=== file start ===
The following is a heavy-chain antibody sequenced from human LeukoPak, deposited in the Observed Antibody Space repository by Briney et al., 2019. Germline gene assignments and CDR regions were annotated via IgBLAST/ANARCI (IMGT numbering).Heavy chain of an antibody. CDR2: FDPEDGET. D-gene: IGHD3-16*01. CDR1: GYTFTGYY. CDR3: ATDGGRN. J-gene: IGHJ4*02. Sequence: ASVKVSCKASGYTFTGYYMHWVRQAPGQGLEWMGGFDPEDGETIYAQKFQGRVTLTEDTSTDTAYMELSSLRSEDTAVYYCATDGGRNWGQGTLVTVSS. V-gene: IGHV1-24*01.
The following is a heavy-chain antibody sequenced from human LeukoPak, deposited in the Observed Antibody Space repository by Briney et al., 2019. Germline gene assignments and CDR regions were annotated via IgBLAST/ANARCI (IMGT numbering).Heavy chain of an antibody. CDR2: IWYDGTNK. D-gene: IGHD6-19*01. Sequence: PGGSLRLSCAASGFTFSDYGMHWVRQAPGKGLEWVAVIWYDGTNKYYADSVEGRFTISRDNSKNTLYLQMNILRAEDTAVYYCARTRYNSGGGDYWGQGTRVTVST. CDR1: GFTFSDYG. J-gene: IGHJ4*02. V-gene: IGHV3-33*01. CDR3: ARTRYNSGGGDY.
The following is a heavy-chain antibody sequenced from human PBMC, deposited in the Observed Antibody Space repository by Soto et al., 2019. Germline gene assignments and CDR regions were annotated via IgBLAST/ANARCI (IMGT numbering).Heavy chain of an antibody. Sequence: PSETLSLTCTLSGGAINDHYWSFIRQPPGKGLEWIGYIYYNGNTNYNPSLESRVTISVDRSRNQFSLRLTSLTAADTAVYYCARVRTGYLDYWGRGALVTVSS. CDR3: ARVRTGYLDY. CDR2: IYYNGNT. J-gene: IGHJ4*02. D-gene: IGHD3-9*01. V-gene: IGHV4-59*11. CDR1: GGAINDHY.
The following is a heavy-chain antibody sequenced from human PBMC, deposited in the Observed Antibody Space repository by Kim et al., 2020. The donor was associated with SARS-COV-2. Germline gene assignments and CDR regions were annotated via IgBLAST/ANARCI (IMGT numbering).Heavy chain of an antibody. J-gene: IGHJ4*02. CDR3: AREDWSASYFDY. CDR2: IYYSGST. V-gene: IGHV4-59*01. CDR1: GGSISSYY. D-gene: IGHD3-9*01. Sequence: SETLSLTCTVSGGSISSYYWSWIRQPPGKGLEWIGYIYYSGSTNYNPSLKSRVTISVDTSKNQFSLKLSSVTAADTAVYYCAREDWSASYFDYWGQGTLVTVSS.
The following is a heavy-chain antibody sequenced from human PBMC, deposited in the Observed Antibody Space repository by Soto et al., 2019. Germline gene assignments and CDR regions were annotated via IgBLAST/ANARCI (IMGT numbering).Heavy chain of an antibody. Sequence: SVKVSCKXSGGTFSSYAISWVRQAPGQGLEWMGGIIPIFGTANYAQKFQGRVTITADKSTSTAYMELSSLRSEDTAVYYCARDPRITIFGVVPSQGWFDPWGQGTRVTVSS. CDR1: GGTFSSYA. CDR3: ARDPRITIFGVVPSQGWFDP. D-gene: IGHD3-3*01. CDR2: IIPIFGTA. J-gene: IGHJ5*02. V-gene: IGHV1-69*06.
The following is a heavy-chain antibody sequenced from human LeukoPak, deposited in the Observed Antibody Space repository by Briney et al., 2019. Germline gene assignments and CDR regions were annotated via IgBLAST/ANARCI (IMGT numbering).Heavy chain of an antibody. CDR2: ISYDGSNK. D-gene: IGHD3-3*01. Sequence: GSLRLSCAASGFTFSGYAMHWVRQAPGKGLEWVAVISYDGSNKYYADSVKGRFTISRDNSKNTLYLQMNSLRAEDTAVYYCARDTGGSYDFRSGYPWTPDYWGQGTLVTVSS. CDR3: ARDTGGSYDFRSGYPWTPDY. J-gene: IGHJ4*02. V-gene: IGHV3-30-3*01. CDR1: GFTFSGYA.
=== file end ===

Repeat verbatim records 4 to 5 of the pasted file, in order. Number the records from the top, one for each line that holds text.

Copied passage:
The following is a heavy-chain antibody sequenced from human PBMC, deposited in the Observed Antibody Space repository by Kim et al., 2020. The donor was associated with SARS-COV-2. Germline gene assignments and CDR regions were annotated via IgBLAST/ANARCI (IMGT numbering).Heavy chain of an antibody. J-gene: IGHJ4*02. CDR3: AREDWSASYFDY. CDR2: IYYSGST. V-gene: IGHV4-59*01. CDR1: GGSISSYY. D-gene: IGHD3-9*01. Sequence: SETLSLTCTVSGGSISSYYWSWIRQPPGKGLEWIGYIYYSGSTNYNPSLKSRVTISVDTSKNQFSLKLSSVTAADTAVYYCAREDWSASYFDYWGQGTLVTVSS.
The following is a heavy-chain antibody sequenced from human PBMC, deposited in the Observed Antibody Space repository by Soto et al., 2019. Germline gene assignments and CDR regions were annotated via IgBLAST/ANARCI (IMGT numbering).Heavy chain of an antibody. Sequence: SVKVSCKXSGGTFSSYAISWVRQAPGQGLEWMGGIIPIFGTANYAQKFQGRVTITADKSTSTAYMELSSLRSEDTAVYYCARDPRITIFGVVPSQGWFDPWGQGTRVTVSS. CDR1: GGTFSSYA. CDR3: ARDPRITIFGVVPSQGWFDP. D-gene: IGHD3-3*01. CDR2: IIPIFGTA. J-gene: IGHJ5*02. V-gene: IGHV1-69*06.